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Imaginationist Manifesto
essay [ ]

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by [justin_fenech ]

2011-07-17  |     | 

So fragile is the reality of life, that it is not real at all. Man is increasingly discontent with his destiny, for he makes himself more aware of it daily. A destiny he sees to be one of disquietude, disappointments and failures – and yet he does not know what his destiny is. Many a prophet, many a mystic, and many a philosopher has sought to unravel the truth behind our destiny. The meaning of our lives, the secrets of life after death, all of which he intended to discover through meditation, or questioning, or even artificial means. All he managed to discover, however, was momentary enlightenment followed by the inevitable toppling of his theory and his own foundation that he built around it.

Throughout his quest for enlightenment, the prophet, mystic or philosopher (or all three) must take breaks from his journey. He stops and sits on the grass, relaxes, has a beer or a cigarette, and reflects on everything without reflecting. After he feels sufficiently rejuvenated he carries on his God-given path.

He will find the occasional epiphany, a confirmation of his mysterious ecstasy, like a stamp-collector learning of a neighbour who owns a rare stamp he has always sought. The collector becomes filled with excitement, and his mind is invaded by thoughts and visions of seeing that incredible stamp being the centerpiece of his own collection. He runs over to his neighbour's house, a neighbour he hardly ever speaks to (what can people offer??), he enquires enthusiastically about the prized stamp, only to hear that the neighbour used it to send a Christmas card to his long-estranged daughter.

The collector, and the philosopher at this point will both suffer the same anguish: a tower falls in upon their hearts Berlin wall, tears soak their lungs, and the day just seems that little bit more gloomy, the clouds have sealed away all sunlight with no possible hope of repair.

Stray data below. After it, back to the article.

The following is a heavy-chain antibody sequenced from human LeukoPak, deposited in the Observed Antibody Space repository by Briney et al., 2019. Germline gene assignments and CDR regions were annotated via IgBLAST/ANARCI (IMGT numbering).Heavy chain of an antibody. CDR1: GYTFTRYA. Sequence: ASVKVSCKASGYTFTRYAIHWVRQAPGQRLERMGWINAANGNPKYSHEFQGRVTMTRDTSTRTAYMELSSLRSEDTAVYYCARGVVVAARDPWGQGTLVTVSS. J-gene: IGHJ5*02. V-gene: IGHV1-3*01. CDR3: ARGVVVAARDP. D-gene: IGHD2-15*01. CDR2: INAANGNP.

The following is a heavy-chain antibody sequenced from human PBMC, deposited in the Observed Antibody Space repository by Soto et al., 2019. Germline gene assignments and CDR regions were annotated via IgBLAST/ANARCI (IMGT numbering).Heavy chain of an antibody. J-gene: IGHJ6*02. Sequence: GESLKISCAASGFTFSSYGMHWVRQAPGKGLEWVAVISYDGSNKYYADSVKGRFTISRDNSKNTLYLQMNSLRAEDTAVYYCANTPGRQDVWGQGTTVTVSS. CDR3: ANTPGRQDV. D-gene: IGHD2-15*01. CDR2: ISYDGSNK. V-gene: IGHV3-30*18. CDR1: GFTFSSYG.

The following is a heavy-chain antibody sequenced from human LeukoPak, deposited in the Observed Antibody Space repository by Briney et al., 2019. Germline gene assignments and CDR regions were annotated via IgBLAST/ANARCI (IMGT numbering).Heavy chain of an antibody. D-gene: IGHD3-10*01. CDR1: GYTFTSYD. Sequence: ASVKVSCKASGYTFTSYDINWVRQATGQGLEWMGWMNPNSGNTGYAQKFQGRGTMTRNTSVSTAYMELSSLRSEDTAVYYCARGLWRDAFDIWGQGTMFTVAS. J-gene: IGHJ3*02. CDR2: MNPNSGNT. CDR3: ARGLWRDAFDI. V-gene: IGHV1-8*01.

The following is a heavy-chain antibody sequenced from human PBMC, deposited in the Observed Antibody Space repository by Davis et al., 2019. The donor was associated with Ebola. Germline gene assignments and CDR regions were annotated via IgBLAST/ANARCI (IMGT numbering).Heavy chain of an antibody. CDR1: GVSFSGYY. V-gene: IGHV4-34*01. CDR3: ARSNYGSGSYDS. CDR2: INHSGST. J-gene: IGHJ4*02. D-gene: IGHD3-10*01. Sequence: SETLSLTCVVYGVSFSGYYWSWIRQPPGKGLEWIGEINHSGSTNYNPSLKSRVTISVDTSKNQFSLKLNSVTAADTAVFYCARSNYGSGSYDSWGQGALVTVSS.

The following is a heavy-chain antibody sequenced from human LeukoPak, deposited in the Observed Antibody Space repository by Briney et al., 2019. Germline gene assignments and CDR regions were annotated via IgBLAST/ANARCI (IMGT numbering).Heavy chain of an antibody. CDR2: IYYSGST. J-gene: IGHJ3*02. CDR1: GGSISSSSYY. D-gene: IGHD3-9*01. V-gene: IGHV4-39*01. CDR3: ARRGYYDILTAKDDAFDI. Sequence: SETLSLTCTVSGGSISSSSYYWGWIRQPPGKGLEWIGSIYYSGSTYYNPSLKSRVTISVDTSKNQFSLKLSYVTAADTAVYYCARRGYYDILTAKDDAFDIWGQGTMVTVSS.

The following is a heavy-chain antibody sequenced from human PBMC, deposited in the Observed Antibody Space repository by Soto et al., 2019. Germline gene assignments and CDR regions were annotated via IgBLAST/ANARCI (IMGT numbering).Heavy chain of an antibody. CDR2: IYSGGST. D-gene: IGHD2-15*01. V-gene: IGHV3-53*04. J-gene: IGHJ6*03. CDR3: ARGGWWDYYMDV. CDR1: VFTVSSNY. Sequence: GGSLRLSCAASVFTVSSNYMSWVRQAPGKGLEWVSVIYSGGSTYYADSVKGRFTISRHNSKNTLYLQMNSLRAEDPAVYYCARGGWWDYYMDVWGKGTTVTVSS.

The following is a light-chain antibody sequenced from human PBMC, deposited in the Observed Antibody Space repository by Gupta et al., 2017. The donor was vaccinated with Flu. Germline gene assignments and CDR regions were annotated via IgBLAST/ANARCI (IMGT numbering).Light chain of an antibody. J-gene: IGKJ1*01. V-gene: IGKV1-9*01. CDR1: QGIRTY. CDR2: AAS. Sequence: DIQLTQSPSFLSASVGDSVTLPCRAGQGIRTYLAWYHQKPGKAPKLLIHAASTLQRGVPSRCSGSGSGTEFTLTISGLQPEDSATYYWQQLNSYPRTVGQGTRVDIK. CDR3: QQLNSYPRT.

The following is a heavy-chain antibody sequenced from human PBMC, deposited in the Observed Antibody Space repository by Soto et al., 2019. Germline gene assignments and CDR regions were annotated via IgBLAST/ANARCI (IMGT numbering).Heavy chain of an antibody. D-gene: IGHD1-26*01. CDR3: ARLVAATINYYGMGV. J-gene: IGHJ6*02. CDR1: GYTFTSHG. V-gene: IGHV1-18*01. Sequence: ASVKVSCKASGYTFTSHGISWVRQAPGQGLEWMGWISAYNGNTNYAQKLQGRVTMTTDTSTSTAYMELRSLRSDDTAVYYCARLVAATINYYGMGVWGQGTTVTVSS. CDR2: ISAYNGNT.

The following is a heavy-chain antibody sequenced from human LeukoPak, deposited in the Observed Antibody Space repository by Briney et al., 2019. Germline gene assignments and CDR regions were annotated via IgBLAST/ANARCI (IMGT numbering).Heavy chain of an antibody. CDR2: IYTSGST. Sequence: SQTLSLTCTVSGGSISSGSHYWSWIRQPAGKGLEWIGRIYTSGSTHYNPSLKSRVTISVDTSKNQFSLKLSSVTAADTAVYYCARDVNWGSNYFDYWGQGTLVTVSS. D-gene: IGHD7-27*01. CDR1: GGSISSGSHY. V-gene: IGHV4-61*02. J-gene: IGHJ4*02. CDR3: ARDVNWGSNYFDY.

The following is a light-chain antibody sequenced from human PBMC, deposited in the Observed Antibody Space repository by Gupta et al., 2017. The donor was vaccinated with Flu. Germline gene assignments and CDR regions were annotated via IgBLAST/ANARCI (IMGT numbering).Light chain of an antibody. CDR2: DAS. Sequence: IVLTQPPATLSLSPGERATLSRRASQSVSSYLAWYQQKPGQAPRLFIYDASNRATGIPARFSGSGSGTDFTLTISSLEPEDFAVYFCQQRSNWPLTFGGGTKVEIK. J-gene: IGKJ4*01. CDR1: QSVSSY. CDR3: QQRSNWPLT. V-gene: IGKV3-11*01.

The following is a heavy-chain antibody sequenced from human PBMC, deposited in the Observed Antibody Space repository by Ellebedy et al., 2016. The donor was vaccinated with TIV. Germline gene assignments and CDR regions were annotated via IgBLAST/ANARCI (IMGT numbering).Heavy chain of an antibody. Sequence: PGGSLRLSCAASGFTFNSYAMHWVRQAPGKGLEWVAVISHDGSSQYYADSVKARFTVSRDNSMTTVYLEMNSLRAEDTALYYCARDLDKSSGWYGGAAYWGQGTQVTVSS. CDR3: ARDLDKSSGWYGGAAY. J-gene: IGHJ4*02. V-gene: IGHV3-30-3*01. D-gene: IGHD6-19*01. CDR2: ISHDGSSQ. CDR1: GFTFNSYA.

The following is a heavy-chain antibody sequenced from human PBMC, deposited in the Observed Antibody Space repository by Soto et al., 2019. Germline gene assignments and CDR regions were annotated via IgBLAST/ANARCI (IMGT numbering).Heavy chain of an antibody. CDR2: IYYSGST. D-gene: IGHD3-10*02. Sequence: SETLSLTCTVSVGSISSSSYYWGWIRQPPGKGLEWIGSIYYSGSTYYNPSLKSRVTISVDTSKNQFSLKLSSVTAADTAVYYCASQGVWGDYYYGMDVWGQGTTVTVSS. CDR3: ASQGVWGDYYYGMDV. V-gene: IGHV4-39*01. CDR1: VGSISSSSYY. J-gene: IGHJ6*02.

Let us take a pause, and make a case for common sense: in which moment did the collector/philosopher feel most contented? Was it when he was decided on his quest, or was it when he took action against his present state of existence, or was it the disappointment of that action's failure? Let us now analyze the first option. When he decided upon his quest, upon his destiny the collector/philosopher saw the whole world light up before him. He saw the streets of his birth filled with slogans, he saw his house form upon his own Parnassus; basically he acquired a taste of that poisonous nectar: Excitement.

Now the Excitement Attitude is a state of mind which is at once infantile and mature. When in its throes the mature man feels himself a child, for his imagination is drunk on whatever alcohol he fed it. A simple platform that got him into this state of excitement, turns his mind into a playground of fertile imagination in which he roams, happily, alone, victorious, at peace – until he decides to sober himself up. At the same token, in this state of mind, the excited man is at his maturest for he makes himself succumb to what's best for him, a silent tranquility.

The only way to lift oneself from the condition of failed collector/philosopher, is not to battle it, but to ignore it.

We are all of us fortresses, incredible labyrinthine monsters more complex than even our architects can begin to fathom. We are susceptible to the deserts that surround us, sandstorms hamper us, drought aches us, midnight storms bemuse us. Such is the metaphor for life. Yet, who we truly are is the Castellan nestled deep in the heart of the fortress, immune to all the external forces Nature throws against him. Such is the metaphor of our consciousness. In the words of the doomed book-keeper, himself the creation of the doomed poet Fernando Pessoa:

“Everything unpleasant that happens to us in life – for example, when we appear ridiculous in the eyes of others, behave badly or lapse from virtue – should be considered merely external events without the power to touch the depths of our soul. “

The reality we are forced to endure is hilariously cruel. Hilarious in that it is as anti-self as possible, cruel in that it is utterly inescapable. Many have tried, many have died. What of the man who endures it, head on, or rather, the man who endures it with is head in the clouds? I am not speaking of the armored horse they use in the corrida that just stands there as he takes on the bulls calamitous charge without budging an inch; that is as foolish as much as it is movie-worthy. No, I speak of the banderilleros, who stay behind the safety of the walls of the arena, and come out every now and again to weaken the bull by piercing its neck with the banderillas, only to retreat again whilst the matador finally kills of the big bad bull. Life is to be taken in small doses, the rest should be Imagination!